Without financial investments from the pharmaceutical industry, many experts believe it is unlikely that a novel, male contraceptive will be brought to market. If one has an economists' faith that the market will never leave big bills on the sidewalk, the absence of significant private pharmaceutical investment in male contraceptives is ipso-facto evidence that this market has been judged to be unprofitable. However, there are new social developments that might contribute to a rosier future for male contraceptives.
Unwanted fertility is in transitioning from being primarily a couples' concern to a singles' concern, which bodes well for male contraceptives. Our examination of national data on patterns of sexual behavior suggests that over 9% of men in the USA are never married but have fathered children, an unknown fraction of which started as unintended pregnancies. A drug company that used a more effective contraceptive to compete against the condom could charge US$480 per year for every 1% reduction in pregnancy risk. With today's genotyping methods for establishing paternity and the legal requirement that fathers pay child support, it is possible that men will demand more choices in contraception. Indeed, men in the WHO 12-year follow-up study indicated interest in relying on themselves to ensure they did not unwillingly or unknowingly impregnate a partner. Overtime, men may come to view having control over their own fertility to be a right just as women have done.
A male contraceptive should appeal not only to single males but also to couples in stable relationships. A small survey of 47 couples showed modest support for the idea that egalitarian sex-role preferences are related to a belief that contraception is a shared responsibility. Analysis of the 1991 National Survey of Men indicates that 78% of men surveyed believe that men and women should share equal responsibility for decisions about contraception. In a stable relationship where trust is established, a male method would enable couples greater freedom and flexibility in their reproductive choices. Furthermore, if side effects are considered as something to be shared between partners, male methods would offer couples a 'gallantry option' by shifting a portfolio of tolerable side effects from contraception from females to males, thus halving the overall burden to each partner.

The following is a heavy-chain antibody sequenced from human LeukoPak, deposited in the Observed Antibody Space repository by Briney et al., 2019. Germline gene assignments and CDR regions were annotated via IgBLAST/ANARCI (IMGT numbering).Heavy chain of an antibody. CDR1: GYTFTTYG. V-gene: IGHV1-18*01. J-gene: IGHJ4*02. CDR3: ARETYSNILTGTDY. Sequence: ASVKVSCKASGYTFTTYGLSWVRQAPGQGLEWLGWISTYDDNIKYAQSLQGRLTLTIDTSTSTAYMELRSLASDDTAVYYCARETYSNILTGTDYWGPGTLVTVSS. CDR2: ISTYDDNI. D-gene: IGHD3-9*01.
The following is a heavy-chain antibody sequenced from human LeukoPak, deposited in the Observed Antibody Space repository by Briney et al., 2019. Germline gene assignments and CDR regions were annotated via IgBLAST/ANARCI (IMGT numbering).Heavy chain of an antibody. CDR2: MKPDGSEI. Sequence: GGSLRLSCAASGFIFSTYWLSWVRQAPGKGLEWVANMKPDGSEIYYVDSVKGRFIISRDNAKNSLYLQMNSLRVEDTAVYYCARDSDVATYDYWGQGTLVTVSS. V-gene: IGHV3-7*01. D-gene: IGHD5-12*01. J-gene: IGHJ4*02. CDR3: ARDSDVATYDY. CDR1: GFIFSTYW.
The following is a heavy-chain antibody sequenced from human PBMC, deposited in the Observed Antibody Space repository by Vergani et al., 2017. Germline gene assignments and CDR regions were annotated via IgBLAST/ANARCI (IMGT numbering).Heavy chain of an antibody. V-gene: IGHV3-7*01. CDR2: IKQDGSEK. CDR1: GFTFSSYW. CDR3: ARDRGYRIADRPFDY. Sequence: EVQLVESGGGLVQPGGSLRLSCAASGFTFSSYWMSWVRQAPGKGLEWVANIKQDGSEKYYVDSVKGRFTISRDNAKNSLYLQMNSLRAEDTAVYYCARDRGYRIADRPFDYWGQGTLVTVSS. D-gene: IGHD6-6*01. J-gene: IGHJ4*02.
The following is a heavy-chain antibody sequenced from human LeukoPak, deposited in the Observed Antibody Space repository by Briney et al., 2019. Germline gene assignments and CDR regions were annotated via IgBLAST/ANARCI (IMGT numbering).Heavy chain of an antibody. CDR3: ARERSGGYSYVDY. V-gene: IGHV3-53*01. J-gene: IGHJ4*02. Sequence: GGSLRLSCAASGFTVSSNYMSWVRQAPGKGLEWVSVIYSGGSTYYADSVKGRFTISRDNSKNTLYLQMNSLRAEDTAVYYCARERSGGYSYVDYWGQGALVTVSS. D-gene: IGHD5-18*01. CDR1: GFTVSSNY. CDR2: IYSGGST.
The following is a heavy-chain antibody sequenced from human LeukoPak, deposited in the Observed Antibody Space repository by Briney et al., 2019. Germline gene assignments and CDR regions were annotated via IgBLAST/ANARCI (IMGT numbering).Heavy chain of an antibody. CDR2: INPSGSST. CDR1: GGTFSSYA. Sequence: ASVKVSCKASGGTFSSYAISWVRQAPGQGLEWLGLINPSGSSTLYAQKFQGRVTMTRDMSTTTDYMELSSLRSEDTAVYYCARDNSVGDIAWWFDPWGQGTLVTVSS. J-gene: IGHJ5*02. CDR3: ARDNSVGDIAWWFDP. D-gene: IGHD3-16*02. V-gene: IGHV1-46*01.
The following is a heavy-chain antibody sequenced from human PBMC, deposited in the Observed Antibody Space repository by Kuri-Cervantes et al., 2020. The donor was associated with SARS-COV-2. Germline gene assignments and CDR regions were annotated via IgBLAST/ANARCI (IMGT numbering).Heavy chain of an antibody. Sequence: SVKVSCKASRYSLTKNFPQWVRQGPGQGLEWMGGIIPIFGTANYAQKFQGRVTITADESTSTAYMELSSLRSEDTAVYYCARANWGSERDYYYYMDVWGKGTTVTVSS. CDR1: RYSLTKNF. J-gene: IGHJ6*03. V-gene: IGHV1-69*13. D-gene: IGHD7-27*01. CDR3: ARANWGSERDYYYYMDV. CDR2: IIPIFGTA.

If a new male contraceptive could be marketed for dual purposes, for beneficial side effects, it could enjoy better user adherence and acceptability. Though not engineered or necessarily taken for its side effects, female oral contraception reduces the risk of endometrial and ovarian cancer. While no such formulation has yet emerged for the male, a male contraceptive that conferred an added benefit to the user might have much more success in attracting investment from pharmaceutical companies because of its higher potential revenue.
The authors are grateful for helpful comments by Barry Zirkin.
Expert Rev Pharmacoeconomics Outcomes Res. 2012;12(5):605-613. © 2012 Expert Reviews Ltd.